The changing Arctic climate has had a drastic effect on its seabirds. In fact, seabirds worldwide are in crisis, with global populations plummeting nearly 70% over the past 70 years as a result of climate change, over-fishing, habitat loss, and other human impacts on their environment.
Above the Arctic circle in Norway, seabird behavior has changed dramatically. Black-legged kittiwakes – which are the most seafaring member of the gull family – used to nest in cliffs over the ocean and seldom ventured inland. But in recent years, that has changed. Because of a warming ocean, increased storminess and other changes that are decimating chick populations in their normal habitat, the birds have been setting up housekeeping in places like shopping centers and office buildings in Tromsø and other towns along Norway’s north coast.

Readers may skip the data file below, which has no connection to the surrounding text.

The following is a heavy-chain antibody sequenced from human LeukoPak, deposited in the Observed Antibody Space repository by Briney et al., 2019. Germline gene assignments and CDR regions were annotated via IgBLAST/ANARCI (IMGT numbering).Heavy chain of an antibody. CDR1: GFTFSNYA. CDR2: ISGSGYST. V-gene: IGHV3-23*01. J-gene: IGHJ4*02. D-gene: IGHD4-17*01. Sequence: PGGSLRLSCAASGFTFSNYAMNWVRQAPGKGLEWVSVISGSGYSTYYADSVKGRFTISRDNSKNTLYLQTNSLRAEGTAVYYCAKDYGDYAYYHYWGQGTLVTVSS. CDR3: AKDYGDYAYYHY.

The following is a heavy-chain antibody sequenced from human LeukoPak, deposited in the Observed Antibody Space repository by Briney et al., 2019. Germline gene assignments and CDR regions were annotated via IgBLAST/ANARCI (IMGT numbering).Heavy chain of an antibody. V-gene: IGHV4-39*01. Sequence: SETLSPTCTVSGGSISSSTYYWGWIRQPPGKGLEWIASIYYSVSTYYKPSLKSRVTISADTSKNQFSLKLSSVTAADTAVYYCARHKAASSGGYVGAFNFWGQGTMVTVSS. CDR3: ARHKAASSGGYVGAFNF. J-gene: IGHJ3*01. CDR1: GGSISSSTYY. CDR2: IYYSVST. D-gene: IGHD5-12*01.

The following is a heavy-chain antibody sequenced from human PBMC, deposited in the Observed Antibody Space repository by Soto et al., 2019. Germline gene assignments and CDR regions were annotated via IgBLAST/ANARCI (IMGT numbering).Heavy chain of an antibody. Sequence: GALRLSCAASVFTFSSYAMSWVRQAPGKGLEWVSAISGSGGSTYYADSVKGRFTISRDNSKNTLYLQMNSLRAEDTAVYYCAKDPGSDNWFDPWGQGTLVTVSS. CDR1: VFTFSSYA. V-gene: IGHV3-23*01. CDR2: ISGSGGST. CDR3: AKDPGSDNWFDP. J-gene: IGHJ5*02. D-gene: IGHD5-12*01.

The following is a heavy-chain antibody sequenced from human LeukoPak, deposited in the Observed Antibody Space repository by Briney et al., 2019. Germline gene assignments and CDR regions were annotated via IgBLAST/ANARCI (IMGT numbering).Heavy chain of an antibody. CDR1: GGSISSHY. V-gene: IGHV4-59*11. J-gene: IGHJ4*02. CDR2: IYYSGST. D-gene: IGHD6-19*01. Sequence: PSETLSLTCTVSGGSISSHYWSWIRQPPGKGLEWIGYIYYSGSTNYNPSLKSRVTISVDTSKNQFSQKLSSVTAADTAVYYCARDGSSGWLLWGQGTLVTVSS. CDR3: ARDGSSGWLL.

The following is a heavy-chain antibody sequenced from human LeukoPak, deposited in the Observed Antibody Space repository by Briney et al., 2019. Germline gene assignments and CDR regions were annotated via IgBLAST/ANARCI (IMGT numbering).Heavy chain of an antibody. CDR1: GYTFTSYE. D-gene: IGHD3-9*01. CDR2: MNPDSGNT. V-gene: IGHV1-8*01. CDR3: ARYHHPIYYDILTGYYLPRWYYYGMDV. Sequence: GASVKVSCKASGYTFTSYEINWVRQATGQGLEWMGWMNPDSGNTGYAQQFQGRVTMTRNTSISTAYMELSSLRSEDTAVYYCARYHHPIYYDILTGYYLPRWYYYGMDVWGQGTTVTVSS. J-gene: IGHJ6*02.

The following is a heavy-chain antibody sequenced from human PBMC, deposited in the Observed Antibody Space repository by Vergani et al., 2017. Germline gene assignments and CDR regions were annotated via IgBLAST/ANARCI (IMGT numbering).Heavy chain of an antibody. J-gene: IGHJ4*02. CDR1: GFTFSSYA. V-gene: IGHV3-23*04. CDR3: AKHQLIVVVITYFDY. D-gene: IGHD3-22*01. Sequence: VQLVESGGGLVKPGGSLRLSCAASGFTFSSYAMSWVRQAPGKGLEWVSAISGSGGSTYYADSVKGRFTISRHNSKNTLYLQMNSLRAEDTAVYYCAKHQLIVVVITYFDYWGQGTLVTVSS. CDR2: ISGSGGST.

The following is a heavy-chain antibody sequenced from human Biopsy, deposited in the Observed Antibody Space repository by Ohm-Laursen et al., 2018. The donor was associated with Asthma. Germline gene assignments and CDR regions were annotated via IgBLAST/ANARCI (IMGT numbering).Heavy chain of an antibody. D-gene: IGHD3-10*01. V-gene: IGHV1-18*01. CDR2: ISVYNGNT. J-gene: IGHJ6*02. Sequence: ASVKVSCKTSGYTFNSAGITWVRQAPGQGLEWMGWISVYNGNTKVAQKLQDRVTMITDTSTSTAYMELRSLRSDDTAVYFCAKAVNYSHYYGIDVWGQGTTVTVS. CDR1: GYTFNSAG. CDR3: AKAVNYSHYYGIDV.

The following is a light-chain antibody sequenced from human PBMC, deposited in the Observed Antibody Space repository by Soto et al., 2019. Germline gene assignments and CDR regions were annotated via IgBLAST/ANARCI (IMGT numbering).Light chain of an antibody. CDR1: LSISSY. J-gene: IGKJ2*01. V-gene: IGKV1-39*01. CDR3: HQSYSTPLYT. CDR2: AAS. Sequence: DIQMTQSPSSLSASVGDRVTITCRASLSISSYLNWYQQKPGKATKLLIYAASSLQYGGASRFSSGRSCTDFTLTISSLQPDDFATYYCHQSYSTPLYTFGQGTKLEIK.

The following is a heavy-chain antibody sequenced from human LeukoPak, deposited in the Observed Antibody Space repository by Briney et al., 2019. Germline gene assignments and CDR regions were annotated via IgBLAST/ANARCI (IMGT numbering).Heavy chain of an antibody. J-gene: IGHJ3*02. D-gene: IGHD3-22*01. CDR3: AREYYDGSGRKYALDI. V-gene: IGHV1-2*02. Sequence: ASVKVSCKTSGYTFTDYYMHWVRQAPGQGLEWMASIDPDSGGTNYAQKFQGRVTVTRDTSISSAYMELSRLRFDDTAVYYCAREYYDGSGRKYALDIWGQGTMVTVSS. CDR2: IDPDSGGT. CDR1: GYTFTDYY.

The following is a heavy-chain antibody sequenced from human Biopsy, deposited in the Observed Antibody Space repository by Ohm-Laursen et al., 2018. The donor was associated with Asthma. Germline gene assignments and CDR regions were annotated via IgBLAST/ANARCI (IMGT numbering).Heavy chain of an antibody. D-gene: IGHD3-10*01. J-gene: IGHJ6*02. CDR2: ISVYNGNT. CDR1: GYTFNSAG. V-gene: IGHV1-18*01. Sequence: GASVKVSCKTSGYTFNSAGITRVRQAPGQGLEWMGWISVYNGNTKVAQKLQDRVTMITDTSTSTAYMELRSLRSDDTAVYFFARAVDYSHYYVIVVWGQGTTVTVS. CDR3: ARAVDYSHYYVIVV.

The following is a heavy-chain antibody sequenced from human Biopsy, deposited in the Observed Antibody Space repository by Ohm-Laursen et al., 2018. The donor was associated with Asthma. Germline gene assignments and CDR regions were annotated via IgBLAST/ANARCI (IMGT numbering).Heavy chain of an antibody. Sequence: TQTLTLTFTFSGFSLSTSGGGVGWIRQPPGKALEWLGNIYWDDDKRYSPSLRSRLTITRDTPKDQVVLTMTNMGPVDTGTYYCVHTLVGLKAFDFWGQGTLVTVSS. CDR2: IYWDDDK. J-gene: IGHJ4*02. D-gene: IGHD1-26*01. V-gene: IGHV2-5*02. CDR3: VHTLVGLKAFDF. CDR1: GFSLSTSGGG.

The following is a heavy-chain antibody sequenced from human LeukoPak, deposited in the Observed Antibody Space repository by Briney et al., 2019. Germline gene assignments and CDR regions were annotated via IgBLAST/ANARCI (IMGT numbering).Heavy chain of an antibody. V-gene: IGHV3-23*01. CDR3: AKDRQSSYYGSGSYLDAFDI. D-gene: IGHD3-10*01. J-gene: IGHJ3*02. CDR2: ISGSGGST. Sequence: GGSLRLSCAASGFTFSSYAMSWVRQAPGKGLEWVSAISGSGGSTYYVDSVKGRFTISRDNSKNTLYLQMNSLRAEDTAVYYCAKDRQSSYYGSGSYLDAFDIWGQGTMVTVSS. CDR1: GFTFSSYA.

Tromsø, Hammerfest and other towns at the very north end of Norway have become very popular with tourists seeking the Northern Lights and wanting to see glaciers before they disappear. The booming tourism has been put on hold for the moment as it has elsewhere, but when it returns, the regions growing hotels and shopping areas are facing a problem.
The birds taking up residence on these buildings are unpleasant neighbors. They are especially noisy during the breeding season and people are having to put up nets or spikes on buildings to discourage the kittiwakes from settling there.
Local ecologists are now building boutique hotels just for kittiwakes. Using abandoned buildings on piers, they are adding ledges for nesting, materials for nest-building, and electronic speakers that croon kittiwake songs. The hope is that the birds will stay in their own hotels and leave the other ones for the human tourists.
Photo, posted April 14, 2018, courtesy of Charlie Jackson via Flickr.